A mystic who was fascinated by beliefs and religions of the Far East such as Buddhism and who believed himself to be a reincarnation of Genghis Khan.
Ungern von Sternberg’s philosophy was an exceptionally muddled mixture of Russian nationalism with Chinese and Mongol beliefs.
His brief rule of Mongolia was characterised by looting and a reign of terror by his army.
An independent and brutal warlord in pursuit of pan-monarchist goals in Mongolia and territories east of Lake Baikal during the Russian Civil War that followed the Bolshevik Revolution of 1917. Read More…
Mongolian President Tsakhiagiin Elbegdorj has announced a moratorium on executions, and will begin to seek its abolition.
On January 14, 2010, in a speech to parliament, Elbegdorj announced that he would pardon all persons sentenced to death, stating that most countries in the world had abolished the death penalty, and Mongolia should follow suit. He also suggested that the death penalty be replaced with a 30 year prison sentence.
The decision was controversial: when Elbegdorj finished his speech, representatives of the Mongolian People’s Revolutionary Party refused to join in the applause, which is customary after a presidential address to parliament.
Human rights groups welcomed the move, with Amnesty International expressing hope that Mongolia will vote in favour of an upcoming United Nations resolution calling for an end to Capital punishment.
It also urged other nations in the region to abolish the death penalty. Read More…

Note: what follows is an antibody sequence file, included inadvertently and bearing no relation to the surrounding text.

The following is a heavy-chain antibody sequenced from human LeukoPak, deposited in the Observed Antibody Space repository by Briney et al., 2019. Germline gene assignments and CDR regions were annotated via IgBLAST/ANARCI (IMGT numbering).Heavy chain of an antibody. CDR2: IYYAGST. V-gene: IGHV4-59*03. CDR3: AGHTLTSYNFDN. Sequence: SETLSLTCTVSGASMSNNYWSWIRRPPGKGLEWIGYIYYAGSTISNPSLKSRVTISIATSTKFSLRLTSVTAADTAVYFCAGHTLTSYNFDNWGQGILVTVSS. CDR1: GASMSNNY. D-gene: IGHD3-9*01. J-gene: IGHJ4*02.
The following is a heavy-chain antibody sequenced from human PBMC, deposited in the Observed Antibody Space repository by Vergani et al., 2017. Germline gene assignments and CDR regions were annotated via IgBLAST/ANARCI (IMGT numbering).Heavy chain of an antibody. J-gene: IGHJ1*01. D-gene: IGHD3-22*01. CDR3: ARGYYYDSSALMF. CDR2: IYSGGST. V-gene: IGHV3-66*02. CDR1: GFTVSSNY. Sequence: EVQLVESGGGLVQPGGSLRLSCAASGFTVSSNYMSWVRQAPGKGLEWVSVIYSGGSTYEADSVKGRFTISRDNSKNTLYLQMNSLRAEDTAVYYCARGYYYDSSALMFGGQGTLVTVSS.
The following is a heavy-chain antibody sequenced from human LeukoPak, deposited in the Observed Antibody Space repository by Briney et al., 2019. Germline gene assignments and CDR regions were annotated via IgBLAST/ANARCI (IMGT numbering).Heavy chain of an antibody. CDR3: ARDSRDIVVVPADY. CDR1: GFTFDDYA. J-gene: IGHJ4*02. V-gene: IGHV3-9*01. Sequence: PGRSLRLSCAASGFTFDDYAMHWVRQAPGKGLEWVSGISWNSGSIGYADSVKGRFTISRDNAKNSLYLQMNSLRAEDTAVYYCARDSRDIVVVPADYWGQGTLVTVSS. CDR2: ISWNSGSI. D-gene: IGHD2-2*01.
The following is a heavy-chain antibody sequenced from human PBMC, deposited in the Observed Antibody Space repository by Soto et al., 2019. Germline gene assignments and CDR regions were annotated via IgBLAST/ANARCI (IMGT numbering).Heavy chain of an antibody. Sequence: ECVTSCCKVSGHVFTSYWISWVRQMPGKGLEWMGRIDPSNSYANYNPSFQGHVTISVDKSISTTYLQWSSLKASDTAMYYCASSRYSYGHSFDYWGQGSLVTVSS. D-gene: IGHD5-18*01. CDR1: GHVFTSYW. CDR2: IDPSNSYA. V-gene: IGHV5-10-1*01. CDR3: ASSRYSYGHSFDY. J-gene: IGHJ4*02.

Bayor was admitted to a hospital in Ulan Bator in October 2009. Due to his declining health, Bayar announced his resignation in a letter to Mongolia’s parliament one week later on 26 October 2009.
A meeting held two days later confirmed that the Mongolian parliament had accepted his resignation. Bayar apologised to those who had voted for him. N. Altankhuyag, the First Vice Prime Minister, was selected as Bayar’s temporary replacement.
Bayar joined the Mongolian People’s Revolutionary Party (MPRP) in 1988. He became General Secretary of the MPRP in 2005 and was – by 377 to 229 votes – elected Chairman of the MPRP at a party congress in October 2007, defeating incumbent Miyeegombyn Enkhbold. Read More…
Mongolia’s ruling People’s Revolutionary Party (MPRP) has been declared winners of the country’s legislative elections, two days after allegations of vote-rigging leveled against the ruling party sparked violent protests in the capital of Ulaanbaatar.
Preliminary results show the MPRP with 47 seats out of 76 in the State Great Khural, General Election Committee spokesman Nergui reported. The opposing Democratic Party won 26 seats, Nergui said, with the remaining seats divided between minor parties.
The official results are expected to be revealed tomorrow. Nevertheless, the preliminary results indicate a decisive victory for the former communist party. Read More…
A four-day state of emergency has been declared in the capital of Mongolia, Ulaanbaatar after violent protests occurred after allegations of vote rigging and fraud in Sunday’s elections. Reports state that 5 people have been killed, and over 300 injured. The injured were police and protesters alike, suffering from smoke poisoning, rubber bullets, and stoning. Among the injured was a Japanese citizen, who was reportedly flown to Japan in the morning.
Peaceful protests began on Monday evening, however, they were dispersed in the night. The protests on Tuesday began peacefully on Sukhbaatar Square, however as they moved toward the headquarters of ruling party Mongolian People’s Revolutionary Party, they were joined by many more people, who began attacking the building with stones, knocking out the windows. Read More…